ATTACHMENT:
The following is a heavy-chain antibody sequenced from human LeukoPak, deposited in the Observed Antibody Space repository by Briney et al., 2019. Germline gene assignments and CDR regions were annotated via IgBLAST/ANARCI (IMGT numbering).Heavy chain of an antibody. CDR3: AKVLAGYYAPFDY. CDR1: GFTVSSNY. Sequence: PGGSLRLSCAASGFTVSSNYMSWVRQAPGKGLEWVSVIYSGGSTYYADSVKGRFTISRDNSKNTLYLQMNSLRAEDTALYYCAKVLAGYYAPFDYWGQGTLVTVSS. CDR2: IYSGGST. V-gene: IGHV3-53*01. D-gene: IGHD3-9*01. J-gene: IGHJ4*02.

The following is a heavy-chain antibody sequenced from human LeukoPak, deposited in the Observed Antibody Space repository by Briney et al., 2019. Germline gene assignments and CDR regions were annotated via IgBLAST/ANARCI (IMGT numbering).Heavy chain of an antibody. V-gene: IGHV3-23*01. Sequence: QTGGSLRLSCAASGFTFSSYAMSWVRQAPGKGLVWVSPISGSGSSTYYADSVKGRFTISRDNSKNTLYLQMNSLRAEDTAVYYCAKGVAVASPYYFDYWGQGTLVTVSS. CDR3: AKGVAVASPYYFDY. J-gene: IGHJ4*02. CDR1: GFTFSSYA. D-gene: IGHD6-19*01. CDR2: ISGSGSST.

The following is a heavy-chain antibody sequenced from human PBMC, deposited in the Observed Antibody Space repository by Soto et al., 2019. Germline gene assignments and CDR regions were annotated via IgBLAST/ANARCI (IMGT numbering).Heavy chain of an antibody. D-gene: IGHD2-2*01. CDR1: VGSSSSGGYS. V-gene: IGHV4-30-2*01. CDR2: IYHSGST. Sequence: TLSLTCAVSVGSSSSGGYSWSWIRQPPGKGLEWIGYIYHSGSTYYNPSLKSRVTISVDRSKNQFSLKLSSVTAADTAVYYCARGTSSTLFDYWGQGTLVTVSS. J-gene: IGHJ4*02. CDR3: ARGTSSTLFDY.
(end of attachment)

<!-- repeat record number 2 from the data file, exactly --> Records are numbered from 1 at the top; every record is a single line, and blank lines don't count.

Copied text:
The following is a heavy-chain antibody sequenced from human LeukoPak, deposited in the Observed Antibody Space repository by Briney et al., 2019. Germline gene assignments and CDR regions were annotated via IgBLAST/ANARCI (IMGT numbering).Heavy chain of an antibody. V-gene: IGHV3-23*01. Sequence: QTGGSLRLSCAASGFTFSSYAMSWVRQAPGKGLVWVSPISGSGSSTYYADSVKGRFTISRDNSKNTLYLQMNSLRAEDTAVYYCAKGVAVASPYYFDYWGQGTLVTVSS. CDR3: AKGVAVASPYYFDY. J-gene: IGHJ4*02. CDR1: GFTFSSYA. D-gene: IGHD6-19*01. CDR2: ISGSGSST.